pare for battle. It was a warm night, and only a few of them seem to have slept with even their trousers on, as they did not suppose we were within forty miles. In the engagement they lost about thirty men killed and wounded. Most of the killed and wounded were among those who attempted to pass through the openings where our lines had not quite closed up. We had only eight men wounded. After this affair the troops of the Indian Expedition had no organized force to oppose north of the Arkansas river. The prisoners were sent to Fort Scott, and the train and animals taken to our camp on Cabin Creek, a few miles from here on the west side of Grand river. The salt works near here have made this locality one of considerable importance for many years. Before the war large quantities of salt were taken from this place to various points in southwest Missouri and northwest Arkansas, and sold or exchanged for goods which the Indians required. We passed several of the salt wells this mo
Chapter 13: The enemy occupying the heights south of the Arkansas River in sight of Fort Gibson picket firing across the River all day long strength of General Cooper's force he is preen from the field and pursued recapture of some animals large force of the enemy cross the Arkansas River, and march to meet the Federal supply train convalescent soldiers coming in from Tahlequah North Fork and other points in the Indian Territory to the heights on the south side of the Arkansas River, nearly opposite the post, and not more than five or six miles away. During the entire day,g the sights to the outside limit, will carry a ball to the mark about a thousand yards. The Arkansas River is not quite that wide at any point within ten miles of here. The enemy, therefore, after te purpose of going up on the east side of the Grand River, and that the other force crossed the Arkansas and Verdigris Rivers, some seven or eight miles above this post, for the purpose of going up on
ff the troops the Government should adopt a system to enable officers and soldiers to send their money home activity noticed in the enemy's camp again- the Arkansas River rising friendly conversations between Federal and rebel pickets the Federal supply train returns to Fort Scott with a heavy escort engagement between Living in an — open field, when they had an opportunity of choosing the position and time of attack, and were free to maneuver as they pleased. On the 28th the Arkansas river commenced rising rapidly, so that the enemy will not likely be very active on the north side for perhaps a week or so. They have no steam ferry boats, nor anyrce of upwards of one hundred men in that section, murdering the loyal Indians, and committing all kinds of depredations. This force of the enemy crossed the Arkansas River near Webber's Falls, and marched up through the Nation near the Arkansas line. As complaints have been coming in for several days of their depredations, Colo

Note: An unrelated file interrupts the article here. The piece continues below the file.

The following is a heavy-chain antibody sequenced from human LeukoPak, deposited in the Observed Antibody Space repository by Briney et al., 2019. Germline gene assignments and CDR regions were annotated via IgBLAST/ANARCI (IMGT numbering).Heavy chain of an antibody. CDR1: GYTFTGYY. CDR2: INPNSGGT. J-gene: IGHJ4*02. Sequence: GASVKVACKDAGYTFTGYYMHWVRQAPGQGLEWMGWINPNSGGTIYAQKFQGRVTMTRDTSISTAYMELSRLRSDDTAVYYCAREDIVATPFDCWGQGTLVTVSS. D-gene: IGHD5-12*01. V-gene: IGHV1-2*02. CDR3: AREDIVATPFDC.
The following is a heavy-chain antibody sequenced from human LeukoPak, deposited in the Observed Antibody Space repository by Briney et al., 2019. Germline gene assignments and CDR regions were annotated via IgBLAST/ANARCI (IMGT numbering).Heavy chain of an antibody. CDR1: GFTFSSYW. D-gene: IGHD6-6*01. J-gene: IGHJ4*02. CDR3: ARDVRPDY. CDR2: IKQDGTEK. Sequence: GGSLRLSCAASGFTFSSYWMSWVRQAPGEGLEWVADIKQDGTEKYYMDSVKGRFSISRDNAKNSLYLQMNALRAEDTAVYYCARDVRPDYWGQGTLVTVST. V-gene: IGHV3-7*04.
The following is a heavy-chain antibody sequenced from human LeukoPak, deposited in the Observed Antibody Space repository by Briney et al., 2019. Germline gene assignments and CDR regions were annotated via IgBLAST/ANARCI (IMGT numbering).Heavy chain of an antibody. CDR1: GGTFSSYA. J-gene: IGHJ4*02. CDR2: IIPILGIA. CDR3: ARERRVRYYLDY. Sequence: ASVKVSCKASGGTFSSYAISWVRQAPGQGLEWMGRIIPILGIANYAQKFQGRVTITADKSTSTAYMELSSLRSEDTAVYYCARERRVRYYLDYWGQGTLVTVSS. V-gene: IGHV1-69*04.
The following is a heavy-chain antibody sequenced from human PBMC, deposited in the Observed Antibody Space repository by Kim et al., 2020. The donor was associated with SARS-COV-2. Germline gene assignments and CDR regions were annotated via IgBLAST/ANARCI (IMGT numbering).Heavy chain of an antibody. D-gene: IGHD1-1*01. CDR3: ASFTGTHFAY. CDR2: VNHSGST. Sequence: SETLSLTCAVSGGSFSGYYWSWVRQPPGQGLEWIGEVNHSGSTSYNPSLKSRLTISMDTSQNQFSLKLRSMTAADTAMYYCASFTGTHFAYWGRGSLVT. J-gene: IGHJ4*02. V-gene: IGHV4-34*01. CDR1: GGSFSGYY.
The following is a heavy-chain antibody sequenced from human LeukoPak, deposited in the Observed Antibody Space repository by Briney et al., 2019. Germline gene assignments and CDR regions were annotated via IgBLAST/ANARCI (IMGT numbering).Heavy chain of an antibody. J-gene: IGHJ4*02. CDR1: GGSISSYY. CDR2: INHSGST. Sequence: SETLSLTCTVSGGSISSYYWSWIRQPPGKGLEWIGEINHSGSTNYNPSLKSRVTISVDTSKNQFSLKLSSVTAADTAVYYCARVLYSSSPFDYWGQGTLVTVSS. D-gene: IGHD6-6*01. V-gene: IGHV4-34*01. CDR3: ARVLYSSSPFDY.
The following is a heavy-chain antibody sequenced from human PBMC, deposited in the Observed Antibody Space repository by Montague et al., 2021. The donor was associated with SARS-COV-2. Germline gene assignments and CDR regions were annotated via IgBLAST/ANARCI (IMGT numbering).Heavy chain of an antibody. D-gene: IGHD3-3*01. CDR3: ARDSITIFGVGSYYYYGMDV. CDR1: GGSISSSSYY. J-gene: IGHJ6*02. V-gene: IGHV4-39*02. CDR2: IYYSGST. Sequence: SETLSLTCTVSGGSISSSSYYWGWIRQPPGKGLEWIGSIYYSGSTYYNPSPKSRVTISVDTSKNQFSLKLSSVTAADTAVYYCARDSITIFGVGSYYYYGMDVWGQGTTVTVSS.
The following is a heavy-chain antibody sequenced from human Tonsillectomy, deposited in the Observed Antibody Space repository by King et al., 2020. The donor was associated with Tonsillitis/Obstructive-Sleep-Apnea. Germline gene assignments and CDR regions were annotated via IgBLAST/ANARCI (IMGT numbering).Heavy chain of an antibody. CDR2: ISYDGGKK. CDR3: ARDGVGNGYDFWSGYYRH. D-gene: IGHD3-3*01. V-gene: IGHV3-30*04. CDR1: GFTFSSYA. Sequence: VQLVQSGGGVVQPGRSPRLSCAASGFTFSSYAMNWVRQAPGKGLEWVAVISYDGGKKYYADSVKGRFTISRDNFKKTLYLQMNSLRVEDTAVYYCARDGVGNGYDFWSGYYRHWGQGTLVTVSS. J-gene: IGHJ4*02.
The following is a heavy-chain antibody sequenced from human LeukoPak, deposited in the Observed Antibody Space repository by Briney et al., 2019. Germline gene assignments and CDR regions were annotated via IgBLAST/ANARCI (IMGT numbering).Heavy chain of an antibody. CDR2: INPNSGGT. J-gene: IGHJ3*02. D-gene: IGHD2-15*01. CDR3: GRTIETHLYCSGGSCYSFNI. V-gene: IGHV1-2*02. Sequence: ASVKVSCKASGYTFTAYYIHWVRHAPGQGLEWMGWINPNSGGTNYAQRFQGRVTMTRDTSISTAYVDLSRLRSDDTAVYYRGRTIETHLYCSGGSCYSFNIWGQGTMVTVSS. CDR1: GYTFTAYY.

strongest and best must always do the fighting. Information was received at this post on the 10th, that General Cooper's command on the south side of the Arkansas river has moved back about fifteen miles. Two women who brought this information claim to have been detained in the camp of the rebels about a week ; but they do nnnot use the two little flatboats to take over a cavalry force, and that they can sport around with impunity almost within sight of the guns of the fort. As the Arkansas and Verdigris Rivers are both fordable, they know it would not be difficult to escape, even if we should send a force in pursuit of them. They may have been makndians to an engagement, or drive them out of the Nation. But from the information received, it does not seem likely that they will make a stand north of the Arkansas River. They have shown very little disposition to come into a square fight. Colonel Wattles, of the First Indian regiment, who was sent out on the morning of
e field very soon after our troops crossed Cabin Creek, and to have swam Grand River, some seven or eight miles to the southeast. Several other detachments attempted to swim the river at other points. If the enemy could have detained our troops and train at Cabin Creek another day, General Cabell would probably have been able to cross Grand River with his force, and to have joined in the engagement. After the rout of the enemy, it is not believed that they made a halt north of the Arkansas river, so much were they demoralized. We may now glance a moment over the field at the casualties. I have already mentioned the wounding of Major Foreman; and of the cavalry under him, there were four enlisted men killed, ten wounded and eight missing. Captain Stewart's company C, Ninth Kansas cavalry, had one man killed, three wounded slightly, and one seriously. Colonel Williams' colored regiment had one officer and twelve enlisted men wounded. Three of the colored soldiers were morta
1 2